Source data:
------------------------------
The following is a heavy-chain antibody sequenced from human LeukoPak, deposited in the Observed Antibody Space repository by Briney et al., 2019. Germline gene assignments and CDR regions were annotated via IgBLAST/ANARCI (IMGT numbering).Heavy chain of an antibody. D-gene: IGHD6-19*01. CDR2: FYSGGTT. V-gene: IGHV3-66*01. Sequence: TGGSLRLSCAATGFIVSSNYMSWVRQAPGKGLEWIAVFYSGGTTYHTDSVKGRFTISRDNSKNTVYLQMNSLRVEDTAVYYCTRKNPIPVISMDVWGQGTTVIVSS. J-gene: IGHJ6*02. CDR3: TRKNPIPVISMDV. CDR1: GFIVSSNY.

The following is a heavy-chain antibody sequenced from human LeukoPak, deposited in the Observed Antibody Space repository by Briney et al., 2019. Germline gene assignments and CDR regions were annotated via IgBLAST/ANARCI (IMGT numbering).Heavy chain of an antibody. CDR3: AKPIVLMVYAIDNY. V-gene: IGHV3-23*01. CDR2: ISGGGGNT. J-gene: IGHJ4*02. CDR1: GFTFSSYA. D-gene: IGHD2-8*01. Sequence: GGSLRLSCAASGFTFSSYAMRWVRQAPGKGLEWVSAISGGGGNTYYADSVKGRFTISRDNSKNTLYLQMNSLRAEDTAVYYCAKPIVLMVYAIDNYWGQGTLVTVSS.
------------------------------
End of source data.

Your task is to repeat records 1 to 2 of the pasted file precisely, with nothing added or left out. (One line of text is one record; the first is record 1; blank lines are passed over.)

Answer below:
The following is a heavy-chain antibody sequenced from human LeukoPak, deposited in the Observed Antibody Space repository by Briney et al., 2019. Germline gene assignments and CDR regions were annotated via IgBLAST/ANARCI (IMGT numbering).Heavy chain of an antibody. D-gene: IGHD6-19*01. CDR2: FYSGGTT. V-gene: IGHV3-66*01. Sequence: TGGSLRLSCAATGFIVSSNYMSWVRQAPGKGLEWIAVFYSGGTTYHTDSVKGRFTISRDNSKNTVYLQMNSLRVEDTAVYYCTRKNPIPVISMDVWGQGTTVIVSS. J-gene: IGHJ6*02. CDR3: TRKNPIPVISMDV. CDR1: GFIVSSNY.

The following is a heavy-chain antibody sequenced from human LeukoPak, deposited in the Observed Antibody Space repository by Briney et al., 2019. Germline gene assignments and CDR regions were annotated via IgBLAST/ANARCI (IMGT numbering).Heavy chain of an antibody. CDR3: AKPIVLMVYAIDNY. V-gene: IGHV3-23*01. CDR2: ISGGGGNT. J-gene: IGHJ4*02. CDR1: GFTFSSYA. D-gene: IGHD2-8*01. Sequence: GGSLRLSCAASGFTFSSYAMRWVRQAPGKGLEWVSAISGGGGNTYYADSVKGRFTISRDNSKNTLYLQMNSLRAEDTAVYYCAKPIVLMVYAIDNYWGQGTLVTVSS.